Sunday, May 17, 2015

Yet more Lomborg

Rabbet Run features a post about Lomborg's dubious method that (apparently) helps ensure that climate change drops in priority when he's doing his "let's decide what problem should be dealt with first" exercises.   The argument dates back to 2009, though, and it's surprising that it isn't more widely known than it seems to be.

The post also features this nice graphic that's been a recent hit on the twittersphere, and it sure doesn't hurt to promulgate it further:

Meanwhile, at The Conversation, there's an interesting post up with the title Bjorn Lomborg’s consensus approach is blind to inequality. 

The argument is that the cost-benefit analysis that is Lomborg's shtick now does not have adequate   regard to intergenerational inequality. The explanation of discounting is dealt with pleasing clarity:
The picture is complicated even more when considering issues where the benefits are deferred – such as taking action on climate change.
Cost-benefit calculations typically deal with this by using “discount rates”. Typically, humans are not good at deferred gratification; we would much rather have $100 today than next year, so discount rates place a lower value on returns the further they are in the future.
This approach is contentious, particularly in environmental economics, where the benefits of our investments accrue to future generations rather than ourselves. Do we have the ethical right to discount the value of the lives and livelihoods of future generations against our own shorter-term financial benefit?
In climate economics, the time horizons are so long that even a relatively low discount rate can generate apparently absurd conclusions. More generally, any discount rate can be interpreted as a preference for intergenerational inequality: it systematically values the welfare of future generations at a lower level than our own.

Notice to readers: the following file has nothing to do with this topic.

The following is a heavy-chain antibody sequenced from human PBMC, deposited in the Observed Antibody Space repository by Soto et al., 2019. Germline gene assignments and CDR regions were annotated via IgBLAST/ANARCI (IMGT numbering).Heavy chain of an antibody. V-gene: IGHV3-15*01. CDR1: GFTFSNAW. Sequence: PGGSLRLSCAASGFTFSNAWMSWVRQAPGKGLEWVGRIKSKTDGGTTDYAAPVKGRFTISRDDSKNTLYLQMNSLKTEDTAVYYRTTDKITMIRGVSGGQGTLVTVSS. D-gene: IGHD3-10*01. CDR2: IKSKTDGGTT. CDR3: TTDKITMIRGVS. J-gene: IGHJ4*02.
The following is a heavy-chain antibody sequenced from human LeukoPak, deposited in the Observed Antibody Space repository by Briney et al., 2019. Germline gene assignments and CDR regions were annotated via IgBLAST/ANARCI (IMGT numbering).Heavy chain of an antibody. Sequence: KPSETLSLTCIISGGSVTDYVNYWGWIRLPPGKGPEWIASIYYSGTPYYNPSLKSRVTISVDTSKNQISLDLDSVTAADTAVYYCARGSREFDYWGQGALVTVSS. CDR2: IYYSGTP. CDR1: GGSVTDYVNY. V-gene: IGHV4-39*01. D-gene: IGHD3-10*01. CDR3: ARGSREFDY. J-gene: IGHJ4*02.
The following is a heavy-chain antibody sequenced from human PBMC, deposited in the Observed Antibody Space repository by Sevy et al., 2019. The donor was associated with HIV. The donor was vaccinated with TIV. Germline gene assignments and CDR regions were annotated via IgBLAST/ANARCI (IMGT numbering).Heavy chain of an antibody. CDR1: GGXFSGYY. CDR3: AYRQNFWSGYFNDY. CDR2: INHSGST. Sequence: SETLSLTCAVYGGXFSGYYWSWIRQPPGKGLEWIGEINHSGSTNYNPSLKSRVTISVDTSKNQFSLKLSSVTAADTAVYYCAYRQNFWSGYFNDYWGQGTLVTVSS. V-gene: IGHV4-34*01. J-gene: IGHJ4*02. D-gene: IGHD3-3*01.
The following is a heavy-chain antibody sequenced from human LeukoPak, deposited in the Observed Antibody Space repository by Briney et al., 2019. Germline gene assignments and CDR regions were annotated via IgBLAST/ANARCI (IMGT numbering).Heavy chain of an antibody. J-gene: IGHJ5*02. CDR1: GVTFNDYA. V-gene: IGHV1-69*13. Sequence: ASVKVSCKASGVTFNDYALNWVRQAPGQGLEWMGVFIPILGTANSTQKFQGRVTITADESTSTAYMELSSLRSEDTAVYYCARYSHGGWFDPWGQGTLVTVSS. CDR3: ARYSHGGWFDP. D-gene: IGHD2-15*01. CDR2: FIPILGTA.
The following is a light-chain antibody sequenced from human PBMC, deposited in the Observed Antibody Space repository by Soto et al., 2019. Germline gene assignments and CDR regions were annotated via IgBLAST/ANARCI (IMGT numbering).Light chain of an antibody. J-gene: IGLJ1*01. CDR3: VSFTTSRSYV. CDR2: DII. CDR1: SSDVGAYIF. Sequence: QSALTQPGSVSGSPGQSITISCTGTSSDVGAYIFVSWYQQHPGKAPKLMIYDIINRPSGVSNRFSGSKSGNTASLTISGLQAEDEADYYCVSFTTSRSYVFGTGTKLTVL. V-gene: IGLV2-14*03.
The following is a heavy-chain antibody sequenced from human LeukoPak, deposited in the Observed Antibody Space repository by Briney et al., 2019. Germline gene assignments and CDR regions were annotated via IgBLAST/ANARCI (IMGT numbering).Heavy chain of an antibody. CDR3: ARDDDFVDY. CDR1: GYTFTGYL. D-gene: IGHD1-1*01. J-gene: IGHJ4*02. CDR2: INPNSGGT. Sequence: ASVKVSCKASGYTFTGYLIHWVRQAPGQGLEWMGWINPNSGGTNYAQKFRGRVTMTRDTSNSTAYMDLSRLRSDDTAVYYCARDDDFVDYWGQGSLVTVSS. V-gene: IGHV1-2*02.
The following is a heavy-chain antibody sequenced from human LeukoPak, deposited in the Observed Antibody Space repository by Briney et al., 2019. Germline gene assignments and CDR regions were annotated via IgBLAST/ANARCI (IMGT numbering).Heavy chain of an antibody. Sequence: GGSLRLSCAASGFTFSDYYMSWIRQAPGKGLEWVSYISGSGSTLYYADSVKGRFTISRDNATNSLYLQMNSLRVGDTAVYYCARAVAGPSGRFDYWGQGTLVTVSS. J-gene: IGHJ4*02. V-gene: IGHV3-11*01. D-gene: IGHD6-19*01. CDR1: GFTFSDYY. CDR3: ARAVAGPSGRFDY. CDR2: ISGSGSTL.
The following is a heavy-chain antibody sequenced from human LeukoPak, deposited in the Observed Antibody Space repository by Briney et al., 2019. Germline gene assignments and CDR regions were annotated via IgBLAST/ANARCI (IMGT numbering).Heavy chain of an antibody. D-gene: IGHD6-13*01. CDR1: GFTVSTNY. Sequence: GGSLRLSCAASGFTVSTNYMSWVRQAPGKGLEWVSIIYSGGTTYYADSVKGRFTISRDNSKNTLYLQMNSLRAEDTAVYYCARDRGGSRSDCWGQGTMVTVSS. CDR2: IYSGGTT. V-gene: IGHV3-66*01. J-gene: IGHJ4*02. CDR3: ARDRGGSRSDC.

But someone in comments disputes the take on "utility" in the article, saying this:
Your explanation of utility is not quite right and quite unfair to poor old Jeremy Bentham. Given diminishing marginal utility of income, a concept devised by Bentham, an investment that generates a smaller financial return but accrues to a poor person rather than a rich person could easily be considered superior in terms of utility. It seems to me your criticism of Lomborg is precisely that he doesn't assess investments in term of utility.
Regardless of that, another comment in the thread perhaps make a more general point that sounds about right:
I started working in the cost-benefit area in the 70s, directly applying the Tom Peters, Deming, et al methodologies. In those days the benefits in particular specifically included non-financial outcomes but this aspect seems to have been lost in today's economic rationalist approach.

Even this article says that in a CBA "You work out the economic cost of a particular investment (or policy) and estimate its economic benefits".

Admittedly it then points out the omission of inequality but there are many other omissions in the same line that we cannot quantify (basic health, environmental health, future opportunities of particular strategies such as pure research and education in the arts, etc.)

This is also the most glaring omission in Lomborg's approach, as he trivialises the science and ignores the intangibles. Even his claim of economic projections beyond say a couple of years have to be regarded with a pinch of salt.

Economics is only one discipline. We need more than that for human progress.


Not Trampis said...

Lomborg believes in global warming as much as Peter Reith believed in a republic.

John said...

So now the libertarians are complaining that a State initiated proposal imposed on a university is a freedom of speech issue? Ridiculous, libertarians are the first to argue that any institution has the right to determine who operates within it.